Novels during the early Regency were geared toward the female reader; therefore, the door opened, if only a crack, for the female writer to step through. The female writers of the time assisted Jane Austen in several ways, among them the influence on her writing and building an audience for Austen’s early works.
The early female authors faced something that Austen did not. They faced public criticism, as women of the time, especially those of genteel birth, did not seek employment of any kind. Women were not to pursue fame and a career. They were discouraged by their husbands and families from publishing their works. Austen was fortunate to have a family who encouraged her writing, but even she published anonymously. Austen’s father, the Reverend Austen, even approached a publisher for Jane when she was but two and twenty. Later, Jane’s brother acted as her representative with the publisher under which she served.
Women of the period had limited means at their disposal under which they might see their works come to fruition:
(1) Publishing by subscription – Subscribers signed up to purchase a novel. When enough subscriptions were guaranteed, then the publisher released the book.
(2) Publishing by profit sharing – The publisher released the book at his expense. Copies were sold until a profit was made. Only then did the author received a fee for his work. If no profit was made, the author received nothing, but the pleasure of seeing her name in print.
(3) Publishing by selling the copyright – The author took a chance in selling her copyright to the publisher. She would receive a fee for the sale, but nothing beyond that. If the book made a profit, only the publisher benefited.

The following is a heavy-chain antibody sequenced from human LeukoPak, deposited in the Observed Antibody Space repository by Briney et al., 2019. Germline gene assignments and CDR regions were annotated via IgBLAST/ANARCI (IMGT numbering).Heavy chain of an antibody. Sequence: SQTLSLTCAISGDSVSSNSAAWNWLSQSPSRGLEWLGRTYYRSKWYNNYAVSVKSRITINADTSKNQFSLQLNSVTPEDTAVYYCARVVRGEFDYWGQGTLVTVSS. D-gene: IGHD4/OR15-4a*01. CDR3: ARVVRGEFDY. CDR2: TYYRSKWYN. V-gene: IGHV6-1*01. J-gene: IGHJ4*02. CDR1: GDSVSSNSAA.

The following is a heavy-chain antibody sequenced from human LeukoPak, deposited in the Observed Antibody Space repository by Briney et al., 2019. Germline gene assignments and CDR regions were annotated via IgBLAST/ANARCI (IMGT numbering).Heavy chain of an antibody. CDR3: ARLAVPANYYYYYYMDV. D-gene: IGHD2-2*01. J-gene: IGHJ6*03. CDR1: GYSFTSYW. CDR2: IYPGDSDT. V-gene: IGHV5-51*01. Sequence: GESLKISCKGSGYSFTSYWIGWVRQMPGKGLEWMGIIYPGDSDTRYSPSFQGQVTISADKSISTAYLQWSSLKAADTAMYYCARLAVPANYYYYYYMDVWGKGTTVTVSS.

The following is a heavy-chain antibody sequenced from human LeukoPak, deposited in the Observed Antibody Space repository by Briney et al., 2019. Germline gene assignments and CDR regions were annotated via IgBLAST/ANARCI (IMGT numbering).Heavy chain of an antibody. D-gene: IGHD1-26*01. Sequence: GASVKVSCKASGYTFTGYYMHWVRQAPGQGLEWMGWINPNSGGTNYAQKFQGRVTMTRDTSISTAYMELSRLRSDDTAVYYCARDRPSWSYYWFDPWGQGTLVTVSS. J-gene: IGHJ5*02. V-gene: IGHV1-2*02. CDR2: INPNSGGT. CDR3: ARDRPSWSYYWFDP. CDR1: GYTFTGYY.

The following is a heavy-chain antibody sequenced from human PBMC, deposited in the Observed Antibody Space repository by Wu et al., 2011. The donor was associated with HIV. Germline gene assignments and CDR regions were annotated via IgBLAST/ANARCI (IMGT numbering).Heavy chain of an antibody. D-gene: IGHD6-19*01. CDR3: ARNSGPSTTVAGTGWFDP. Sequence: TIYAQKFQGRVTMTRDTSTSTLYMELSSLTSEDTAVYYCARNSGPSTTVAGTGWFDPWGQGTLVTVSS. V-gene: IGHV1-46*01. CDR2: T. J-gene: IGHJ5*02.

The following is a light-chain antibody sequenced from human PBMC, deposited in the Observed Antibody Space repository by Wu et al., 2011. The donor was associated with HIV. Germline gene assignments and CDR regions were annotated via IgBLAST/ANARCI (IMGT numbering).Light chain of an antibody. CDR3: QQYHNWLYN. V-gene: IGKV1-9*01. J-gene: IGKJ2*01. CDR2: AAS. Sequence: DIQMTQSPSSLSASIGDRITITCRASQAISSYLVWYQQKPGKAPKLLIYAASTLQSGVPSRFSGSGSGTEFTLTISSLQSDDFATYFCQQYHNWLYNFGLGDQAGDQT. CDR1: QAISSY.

(4) Publishing on commission – For this venture, the author paid all the costs for the book’s publication. The publisher acted as the author’s distributor. In the sales, the publisher would earn a 10% fee from the profits. If the book saw no profits, the loss rested on the author’s shoulders alone. This was the method Jane Austen used for her releases. Jane Austen published her first book at the age of four and thirty.
First Edition title page of Austen’s “Sense and Sensibility,” published in 1811
Very interesting.I always find it sad that Jane never lived to enjoy the real fruits of her success. But, in her time just getting published as a woman was a major achievement and must have meant even more to her because of that.
In many ways her tale reminds me of those seeking self publishing options today.
Reblogged this on Street of Dreams and commented:
pretty interesting article on publishing for women back in the day
Interesting. Jane Austen must have had such faith in herself and perseverance.
Denise, I always felt as if her family believed in her – that they recognized her talents.
Jane Austen was so fortunate to have such a lovely, supportive family – and so are we! I can’t imagine a world without Austen.
Even after her death, Austen’s family kept her gift alive. Like you, my life would be dull without Austen.
Thanks for joining me today, Topaz.